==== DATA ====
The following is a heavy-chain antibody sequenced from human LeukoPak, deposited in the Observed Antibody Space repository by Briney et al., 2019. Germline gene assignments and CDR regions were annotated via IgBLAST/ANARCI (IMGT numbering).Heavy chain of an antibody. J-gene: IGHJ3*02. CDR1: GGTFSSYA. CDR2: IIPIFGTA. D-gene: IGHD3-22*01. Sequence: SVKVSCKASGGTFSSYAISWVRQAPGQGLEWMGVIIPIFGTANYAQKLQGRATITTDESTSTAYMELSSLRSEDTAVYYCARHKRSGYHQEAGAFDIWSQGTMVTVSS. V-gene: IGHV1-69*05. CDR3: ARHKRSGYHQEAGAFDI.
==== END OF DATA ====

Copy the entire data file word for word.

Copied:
The following is a heavy-chain antibody sequenced from human LeukoPak, deposited in the Observed Antibody Space repository by Briney et al., 2019. Germline gene assignments and CDR regions were annotated via IgBLAST/ANARCI (IMGT numbering).Heavy chain of an antibody. J-gene: IGHJ3*02. CDR1: GGTFSSYA. CDR2: IIPIFGTA. D-gene: IGHD3-22*01. Sequence: SVKVSCKASGGTFSSYAISWVRQAPGQGLEWMGVIIPIFGTANYAQKLQGRATITTDESTSTAYMELSSLRSEDTAVYYCARHKRSGYHQEAGAFDIWSQGTMVTVSS. V-gene: IGHV1-69*05. CDR3: ARHKRSGYHQEAGAFDI.